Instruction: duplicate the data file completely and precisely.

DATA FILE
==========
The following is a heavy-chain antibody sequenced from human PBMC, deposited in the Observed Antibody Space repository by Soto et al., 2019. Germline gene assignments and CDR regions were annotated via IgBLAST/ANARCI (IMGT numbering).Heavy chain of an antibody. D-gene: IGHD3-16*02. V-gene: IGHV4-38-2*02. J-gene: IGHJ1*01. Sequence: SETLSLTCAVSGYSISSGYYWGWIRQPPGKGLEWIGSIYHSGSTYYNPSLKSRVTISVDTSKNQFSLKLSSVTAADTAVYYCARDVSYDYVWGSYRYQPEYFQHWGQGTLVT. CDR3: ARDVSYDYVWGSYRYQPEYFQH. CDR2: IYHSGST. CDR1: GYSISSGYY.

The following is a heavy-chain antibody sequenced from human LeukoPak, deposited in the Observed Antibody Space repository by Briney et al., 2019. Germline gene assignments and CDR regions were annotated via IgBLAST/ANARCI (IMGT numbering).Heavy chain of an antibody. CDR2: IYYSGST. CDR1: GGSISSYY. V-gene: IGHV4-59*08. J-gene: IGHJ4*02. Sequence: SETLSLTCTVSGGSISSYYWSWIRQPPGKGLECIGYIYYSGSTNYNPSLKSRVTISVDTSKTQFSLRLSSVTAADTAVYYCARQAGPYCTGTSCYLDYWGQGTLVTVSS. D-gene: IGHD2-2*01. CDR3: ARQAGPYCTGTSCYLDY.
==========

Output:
The following is a heavy-chain antibody sequenced from human PBMC, deposited in the Observed Antibody Space repository by Soto et al., 2019. Germline gene assignments and CDR regions were annotated via IgBLAST/ANARCI (IMGT numbering).Heavy chain of an antibody. D-gene: IGHD3-16*02. V-gene: IGHV4-38-2*02. J-gene: IGHJ1*01. Sequence: SETLSLTCAVSGYSISSGYYWGWIRQPPGKGLEWIGSIYHSGSTYYNPSLKSRVTISVDTSKNQFSLKLSSVTAADTAVYYCARDVSYDYVWGSYRYQPEYFQHWGQGTLVT. CDR3: ARDVSYDYVWGSYRYQPEYFQH. CDR2: IYHSGST. CDR1: GYSISSGYY.

The following is a heavy-chain antibody sequenced from human LeukoPak, deposited in the Observed Antibody Space repository by Briney et al., 2019. Germline gene assignments and CDR regions were annotated via IgBLAST/ANARCI (IMGT numbering).Heavy chain of an antibody. CDR2: IYYSGST. CDR1: GGSISSYY. V-gene: IGHV4-59*08. J-gene: IGHJ4*02. Sequence: SETLSLTCTVSGGSISSYYWSWIRQPPGKGLECIGYIYYSGSTNYNPSLKSRVTISVDTSKTQFSLRLSSVTAADTAVYYCARQAGPYCTGTSCYLDYWGQGTLVTVSS. D-gene: IGHD2-2*01. CDR3: ARQAGPYCTGTSCYLDY.